Please tell us about Pattie Mallette’s involvement.
From day one we had “Mother of Justin Bieber our EP” on the whiteboard. But because of my fear of failure, I never even attempted to reach out to Pattie Mallette. Then one day, I got a phone call from a friend of mine. She is a big movie industry publicist. I gave her a DVD with the rough cut of the film. She shared it with a friend of hers who loved the film and wanted to meet with me.
A few days later, I drove across town to meet this fan of our film and discovered it was … Pattie Mallette, Justin Bieber’s mother. Her first words to me were, “I love your film so much. How can I help?” I responded with, “Will you be our Executive Producer.” I call this the Holy Spirit Action Plan. Thanks to Pattie’s help and tireless work effort, our film was featured on Ellen, The View, TMZ, and countless other shows.
The film resonated with Pattie because, as a young woman, she wrestled with suicidal ideation and then had an unplanned pregnancy. It was a local crisis pregnancy center run by the Salvation Army that assisted Pattie. Justin spent his first six months on this planet living with his mother in that pro-life center.
Helping Women with Crisis Pregnancies
How did this film help women in crisis pregnancy centers? How much did it help?
We premiered the film at over 200 theatrical events. Each of these red carpet events was a fundraiser for pregnancy centers and women’s shelters. Eduardo Verastegui and I introduced the film, and Pattie Mallette did the fundraising appeal after the movie. The Crescendo events helped to raise over $6 million to serve vulnerable women and their children. Beyond the direct donations, Pattie appeared on countless radio and tv shows promoting the film and sharing pregnancy centers’ work.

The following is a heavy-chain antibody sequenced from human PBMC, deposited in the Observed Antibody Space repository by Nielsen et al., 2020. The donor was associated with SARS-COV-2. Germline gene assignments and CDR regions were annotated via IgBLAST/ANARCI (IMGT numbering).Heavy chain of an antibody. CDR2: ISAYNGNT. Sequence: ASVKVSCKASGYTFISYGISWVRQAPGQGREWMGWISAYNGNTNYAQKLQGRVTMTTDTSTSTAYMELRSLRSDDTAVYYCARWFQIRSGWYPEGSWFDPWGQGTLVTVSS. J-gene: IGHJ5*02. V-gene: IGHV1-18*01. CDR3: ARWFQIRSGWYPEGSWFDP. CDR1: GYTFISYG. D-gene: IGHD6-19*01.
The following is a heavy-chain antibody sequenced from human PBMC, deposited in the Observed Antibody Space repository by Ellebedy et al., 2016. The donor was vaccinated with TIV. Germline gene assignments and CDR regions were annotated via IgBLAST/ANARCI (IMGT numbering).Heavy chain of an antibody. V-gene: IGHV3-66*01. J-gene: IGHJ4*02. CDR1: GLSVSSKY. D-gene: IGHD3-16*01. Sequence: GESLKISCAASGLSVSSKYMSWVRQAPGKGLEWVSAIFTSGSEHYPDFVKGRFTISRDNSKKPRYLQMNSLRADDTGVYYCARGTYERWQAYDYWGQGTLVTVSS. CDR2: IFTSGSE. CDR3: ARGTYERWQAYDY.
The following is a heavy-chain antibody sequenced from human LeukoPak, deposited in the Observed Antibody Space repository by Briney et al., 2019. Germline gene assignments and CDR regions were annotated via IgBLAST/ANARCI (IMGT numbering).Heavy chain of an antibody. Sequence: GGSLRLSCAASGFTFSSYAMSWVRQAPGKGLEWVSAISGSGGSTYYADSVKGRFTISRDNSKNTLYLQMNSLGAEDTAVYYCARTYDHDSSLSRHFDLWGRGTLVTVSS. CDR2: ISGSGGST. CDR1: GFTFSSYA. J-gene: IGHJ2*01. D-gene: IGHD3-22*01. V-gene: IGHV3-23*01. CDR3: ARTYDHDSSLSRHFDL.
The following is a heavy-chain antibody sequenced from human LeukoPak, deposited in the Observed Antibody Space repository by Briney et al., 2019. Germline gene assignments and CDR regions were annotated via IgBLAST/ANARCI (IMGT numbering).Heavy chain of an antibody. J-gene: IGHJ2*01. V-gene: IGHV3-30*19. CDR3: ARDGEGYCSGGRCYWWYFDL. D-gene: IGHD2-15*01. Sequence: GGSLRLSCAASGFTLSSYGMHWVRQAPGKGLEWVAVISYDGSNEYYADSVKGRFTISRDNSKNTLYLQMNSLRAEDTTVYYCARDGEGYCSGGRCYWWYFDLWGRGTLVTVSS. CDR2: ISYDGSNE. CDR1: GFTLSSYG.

Winning Secular Film Festival Awards
You were able to get the film into major film festivals, without flagging it as a pro-life film. How was it received there?
Our film won over 30 major film festivals and several Oscar boosters. The quality and the beauty of the film and the script’s honesty clearly helped the film transcend ideology.
Motherhood: A Magnificent, Creative Vocation
What’s the unifying theme of the film?
The takeaway from Crescendo is the human person is the most beautiful work of art in the cosmos. Nothing created is more beautiful than your neighbor. The vocation of motherhood is noble and glorious.
How can people make use of it to promote a culture of life?
Please share our film. It is free to screen publicly. You can share in libraries, churches, schools, on local public access.
Tell us more about your organizations, Movie to Movement and the Vulnerable People Project?
I founded Movie to Movement to share the human person’s beauty and dignity through the power of stories and film. The Vulnerable People Project is a program of M2M. We run influence campaigns to advance the interests of the vulnerable, from the child in the womb to the Uyghur in Chinese Communist Party concentration camps.
Together, Jones and Zmirak wrote The Race to Save Our Century.